Anyway, I have only used a XPS 13 for about 5 hours. I think the FW 13 is better in every way but one. No touch screen. BUT, the video connector that is being used supports it. So I hope Framework continues to grow and can offer touch panels to us in the future, when their clout can swing a custom panel like that.


I’m also coming from an XPS 13 running Fedora. I haven’t done any battery tweaks on either laptop, as I mostly use it plugged in, but the battery life of my Framework is better with around 5 hours for random web browsing and YouTube compared to the 3 hours i had on my old XPS. Of course the battery degraded a bit over time. But the Framework is fine.

The screen is nice, but the resolution is not as good as my XPS was. The smaller bezel and the glass touch front also was very nice on my Dell. But other than that, the Framework screen is bright enough and looks good.

The Performance of my Framework is awesome. My Dell struggled with its soldered 8GB of RAM and the iGPU was pretty mediocre. My Framework 13 AMD is super fast and even handles many games no problem.

The build quality of my XPS case was great with the magnesium alloy case and carbon fibre parts. It felt softer and a little bit more premium than the simple aluminum body of the Framework.

The keyboard, touchpad and webcam of the Framework are very nice and probably better.

All in all, I prefer the build quality and solid feeling of my XPS and the speed and repairability of my Framework. I don’t regret buying the Framework, but both models have downsides. Had Dell moved more towards repairability and upgradability instead of introducing that absolutely stupid touch bar, I might have gotten a Dell again.

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Thanks for all the great responses!!!

It sounds like the battery is a mixed bag. I’ve never gotten much over 3 hours with a laptop reliably and all the durations listed above are longer.

It sounds like there is nothing to worry about. Perhaps the XPS feels a bit more “premium” but not in a way that would prevent me from falling in love with the FW13.


The hinges in both my XPS13s eventually failed, and they’re not easily replaceable, if at all.

I like the display on my FW13, and am now completely spoiled by the vertical aspect ration. It’s crisp, and the backlight is crazy-bright when I need it to be. (e.g. in the field in Grenada or Belize).

I get about 6 hours with the battery.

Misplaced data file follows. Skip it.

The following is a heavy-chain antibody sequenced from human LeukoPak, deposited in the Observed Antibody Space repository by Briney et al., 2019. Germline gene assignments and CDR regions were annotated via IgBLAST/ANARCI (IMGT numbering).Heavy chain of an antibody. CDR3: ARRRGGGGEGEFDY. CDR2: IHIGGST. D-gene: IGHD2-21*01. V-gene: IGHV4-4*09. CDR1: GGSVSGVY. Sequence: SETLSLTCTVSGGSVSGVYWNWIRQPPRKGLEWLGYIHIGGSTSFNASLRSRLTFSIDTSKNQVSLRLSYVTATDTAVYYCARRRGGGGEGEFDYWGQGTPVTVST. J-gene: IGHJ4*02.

Neither the XPS nor the FW are built as solid as my Thinkpad X1 Carbon, but when my last TP dies, I’m replacing it with a FW.


3h on the framework would be 20ish W constantly, you can do quite a lot with 20W.

Hello there,

Just switched from a XPS 13 9370 (8th gen Intel, Full HD, no touch) to a Framework 13 AMD for my work laptop.

There’s obviously a big generational gap between the two (2019 → 2024). However:

  • I have the feeling the battery life is way better than it was with my fresh XPS. I limited the Framework battery to 80% and I feel confident in doing almost all my working day unplugged (I do a lot of Google Meet which destroy the autonomy).
  • the screen is OK, but I must admit Dell’s one looks more appealing, but less neutral I would say.
  • webcam is far better (and not at the bottom of the screen :smiley: ), microphones seem better as well and the speakers are way better
  • overall, the design looks a bit “cheaper”, but that’s the “downside” of modularity and reparability (and I definitely don’t care at all)
  • I had issues on my XPS because of Linux (big fan of open source but… c’mon, the experience on Windows is so much better), I have issues on my Framework because of Linux (Ubuntu 22.04). However, the community and support is undoubtedly better on Framework.
  • hardware switches for camera and microphone is something that should exist on all laptops and smartphones
  • performance is day and night, but again, big generational gap
  • my biggest concern at the moment is several graphical glitches (screen capture make my system unstable from time to time, and I do it a lot, multiscreen is messy). But I was on x11 on my XPS, Wayland on Framework, so not comparable
  • keyboard is WAY better. Framework’s is super comfy while Dell’s was… OK. Touchpad is similar (bigger on FW).
  • screen ratio (3:2) is something to get used to, not a problem.

My employer offered to give me either the newest XPS 13 or Macbook Air in replacement of my current XPS. I refused (for ecological and social reasons) and asked for a Framework (as a beta tester for the company). I have absolutely zero regret so far.